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Does dark matter act as a medium for sound to go through?

  1. Jan 3, 2013 #1
    The title basically says it all, I'm wondering whether dark matter will allow sound to pass through because if it does, that could lead to being a way how to detect dark matter.
  2. jcsd
  3. Jan 3, 2013 #2
    Dark matter is pressure-less. Sound is a wave of pressure. So no, dark matter doesn't conduct sound.
  4. Jan 3, 2013 #3


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    Dark matter does not interact with itself or with normal matter except for gravitationally. You are talking about what amounts to collisions of molecules, so no, it doesn't.
  5. Jan 3, 2013 #4
    Thank you for clearing that out.
  6. Jan 6, 2013 #5
    Off of point a bit but... If all matter is 5% plus around 15-20% field of force around which I'm led to believe contains the likes of gauge boson particles then could we in fact say that the known mass is upto 30% and the DM is in fact the potential for mass to exist, or rather,travel seeing as all mater are waves.Mass attracting Matter travels through and is realised in this potential mass which I'm guessing is provided for by the Higgs?
  7. Jan 6, 2013 #6


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    I don't know where you got this information from. From wiki:
    http://upload.wikimedia.org/wikipedia/commons/a/a5/080998_Universe_Content_240.jpg [Broken]

    As you can see, normal matter is about 5%, and dark matter is 23%. The rest is dark energy. (Which isn't related to Dark Matter)

    This is not true. Dark Matter is still not well understood, but it is not a "potential for mass to exist", whatever that even means. Dark Matter HAS mass. We can see the effects of it readily.

    I don't know what this means. And matter isn't a wave like you are thinking. It simply has a probability of being found at a location that is determined by a wave function. Saying matter is a wave is a huge simplification and misunderstanding of Quantum Mechanics.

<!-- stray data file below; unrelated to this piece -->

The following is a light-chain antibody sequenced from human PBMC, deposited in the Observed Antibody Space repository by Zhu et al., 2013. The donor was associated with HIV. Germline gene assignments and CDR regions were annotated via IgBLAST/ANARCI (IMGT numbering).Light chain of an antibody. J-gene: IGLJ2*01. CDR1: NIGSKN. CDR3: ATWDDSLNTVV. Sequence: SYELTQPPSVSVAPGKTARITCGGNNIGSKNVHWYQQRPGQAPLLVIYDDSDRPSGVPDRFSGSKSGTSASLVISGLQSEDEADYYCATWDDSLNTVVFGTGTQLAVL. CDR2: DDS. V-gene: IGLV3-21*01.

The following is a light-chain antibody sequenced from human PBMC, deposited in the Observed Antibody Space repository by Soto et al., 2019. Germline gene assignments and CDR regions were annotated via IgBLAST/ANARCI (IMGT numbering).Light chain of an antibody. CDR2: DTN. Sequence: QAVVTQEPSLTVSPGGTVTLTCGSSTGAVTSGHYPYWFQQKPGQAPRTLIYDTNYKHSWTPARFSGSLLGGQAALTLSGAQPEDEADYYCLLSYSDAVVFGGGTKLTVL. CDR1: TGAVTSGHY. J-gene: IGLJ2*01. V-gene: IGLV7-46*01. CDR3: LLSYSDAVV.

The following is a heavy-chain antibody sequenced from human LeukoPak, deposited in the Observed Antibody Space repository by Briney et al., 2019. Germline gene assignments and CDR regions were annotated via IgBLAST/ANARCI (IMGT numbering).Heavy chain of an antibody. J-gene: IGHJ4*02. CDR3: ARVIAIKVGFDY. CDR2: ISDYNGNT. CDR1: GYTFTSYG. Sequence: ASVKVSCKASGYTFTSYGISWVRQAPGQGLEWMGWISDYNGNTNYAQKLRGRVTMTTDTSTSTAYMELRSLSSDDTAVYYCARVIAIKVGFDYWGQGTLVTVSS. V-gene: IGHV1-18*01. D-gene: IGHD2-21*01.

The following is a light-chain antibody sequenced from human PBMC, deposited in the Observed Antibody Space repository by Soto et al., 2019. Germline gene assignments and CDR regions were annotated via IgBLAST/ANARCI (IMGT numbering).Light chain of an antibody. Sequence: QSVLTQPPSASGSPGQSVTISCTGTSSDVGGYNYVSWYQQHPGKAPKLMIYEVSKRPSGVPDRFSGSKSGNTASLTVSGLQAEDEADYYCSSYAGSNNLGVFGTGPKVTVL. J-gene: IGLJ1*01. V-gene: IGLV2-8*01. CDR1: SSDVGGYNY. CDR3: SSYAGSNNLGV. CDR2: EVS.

I don't really understand what you are asking here either.
    Last edited by a moderator: May 6, 2017
  8. Jan 6, 2013 #7
    Firstly,thanks for the reply.Secondly,no I'm not an expertly and the only thing I am representing is a question.As for 'possibility for mass to exist',this is a rue formulation of a Newton thought experiment in response to Leibniz I believe.Now as stated I am no expert and intact would misrepresent myself to even call myself anything but a beginner in this field but I will try and re state my query.Bodies,whether a sand granule or a vehicle has a wave function which though is unobservable.We think of a body of containing mass but the Higgs hypothesis suggests that they attract mass.There are those also who believe space to be filled by the Higgs.So when for example the point singularity began to expand it may have expanded into mass and certainly the most recent theories suggest that their were external forces.Now fields of force although we use mass x acceleration to represent it mathematically is infant a probability field of the likes of the gauge and if you are to add the known mass to these probability fields it comes to around 25-30% in total which on the pic I am suggested leaves the rest which seems to correlate as this potential.And there are those including nobel laureates,1 in particular talking on natures utube channel who is skeptical about dark energy/matter etc.Again though,this is a mere supposition and am thankful for any responses.